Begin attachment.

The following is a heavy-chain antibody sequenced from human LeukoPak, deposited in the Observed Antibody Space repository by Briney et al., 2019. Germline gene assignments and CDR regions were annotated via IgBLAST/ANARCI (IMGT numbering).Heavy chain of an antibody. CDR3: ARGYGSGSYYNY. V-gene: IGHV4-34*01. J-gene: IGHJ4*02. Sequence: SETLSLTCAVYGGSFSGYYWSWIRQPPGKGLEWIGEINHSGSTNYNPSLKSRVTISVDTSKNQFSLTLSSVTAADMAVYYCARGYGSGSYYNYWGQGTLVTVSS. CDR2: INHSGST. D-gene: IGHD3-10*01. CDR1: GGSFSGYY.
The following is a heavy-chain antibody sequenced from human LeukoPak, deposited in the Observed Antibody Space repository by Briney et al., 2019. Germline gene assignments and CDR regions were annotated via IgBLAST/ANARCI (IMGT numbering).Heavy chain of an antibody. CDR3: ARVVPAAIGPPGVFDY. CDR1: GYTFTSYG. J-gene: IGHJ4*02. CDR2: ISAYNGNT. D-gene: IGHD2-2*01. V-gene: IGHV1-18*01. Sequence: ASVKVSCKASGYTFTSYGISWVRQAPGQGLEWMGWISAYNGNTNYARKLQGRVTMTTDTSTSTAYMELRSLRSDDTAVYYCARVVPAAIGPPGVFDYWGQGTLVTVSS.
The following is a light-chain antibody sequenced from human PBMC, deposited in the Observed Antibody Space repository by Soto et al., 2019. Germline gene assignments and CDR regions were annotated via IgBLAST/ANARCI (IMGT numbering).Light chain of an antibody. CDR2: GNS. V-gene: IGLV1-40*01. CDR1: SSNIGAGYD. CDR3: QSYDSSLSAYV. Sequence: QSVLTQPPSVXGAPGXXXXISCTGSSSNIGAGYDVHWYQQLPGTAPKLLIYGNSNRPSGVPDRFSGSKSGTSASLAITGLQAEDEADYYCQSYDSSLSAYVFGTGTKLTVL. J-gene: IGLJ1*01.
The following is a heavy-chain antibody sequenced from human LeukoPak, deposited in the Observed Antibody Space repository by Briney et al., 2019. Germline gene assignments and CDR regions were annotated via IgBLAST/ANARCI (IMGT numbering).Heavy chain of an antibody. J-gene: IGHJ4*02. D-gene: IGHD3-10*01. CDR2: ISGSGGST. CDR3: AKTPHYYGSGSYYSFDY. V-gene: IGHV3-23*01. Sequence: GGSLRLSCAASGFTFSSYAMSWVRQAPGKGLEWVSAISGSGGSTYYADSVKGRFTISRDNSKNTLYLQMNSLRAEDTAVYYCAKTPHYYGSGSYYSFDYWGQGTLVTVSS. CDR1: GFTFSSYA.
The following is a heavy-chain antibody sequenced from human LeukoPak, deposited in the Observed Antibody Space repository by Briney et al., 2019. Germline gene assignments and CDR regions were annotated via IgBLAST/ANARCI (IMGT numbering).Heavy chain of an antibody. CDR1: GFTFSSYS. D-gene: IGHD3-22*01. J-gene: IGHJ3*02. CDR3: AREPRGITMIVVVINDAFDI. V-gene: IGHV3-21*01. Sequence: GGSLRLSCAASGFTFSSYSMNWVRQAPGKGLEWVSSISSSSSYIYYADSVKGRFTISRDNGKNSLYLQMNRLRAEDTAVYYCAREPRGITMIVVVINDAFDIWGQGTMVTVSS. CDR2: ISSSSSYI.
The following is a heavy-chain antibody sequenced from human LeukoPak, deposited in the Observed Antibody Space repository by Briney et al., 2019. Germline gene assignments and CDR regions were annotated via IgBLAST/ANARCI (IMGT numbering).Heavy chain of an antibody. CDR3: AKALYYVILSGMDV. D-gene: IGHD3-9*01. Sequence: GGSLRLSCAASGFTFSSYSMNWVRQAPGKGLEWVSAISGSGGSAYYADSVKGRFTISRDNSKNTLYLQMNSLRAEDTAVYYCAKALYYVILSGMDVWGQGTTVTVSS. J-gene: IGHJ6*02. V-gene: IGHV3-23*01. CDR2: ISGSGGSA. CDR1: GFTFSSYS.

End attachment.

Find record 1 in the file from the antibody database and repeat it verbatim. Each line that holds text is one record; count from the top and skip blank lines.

The following is a heavy-chain antibody sequenced from human LeukoPak, deposited in the Observed Antibody Space repository by Briney et al., 2019. Germline gene assignments and CDR regions were annotated via IgBLAST/ANARCI (IMGT numbering).Heavy chain of an antibody. CDR3: ARGYGSGSYYNY. V-gene: IGHV4-34*01. J-gene: IGHJ4*02. Sequence: SETLSLTCAVYGGSFSGYYWSWIRQPPGKGLEWIGEINHSGSTNYNPSLKSRVTISVDTSKNQFSLTLSSVTAADMAVYYCARGYGSGSYYNYWGQGTLVTVSS. CDR2: INHSGST. D-gene: IGHD3-10*01. CDR1: GGSFSGYY.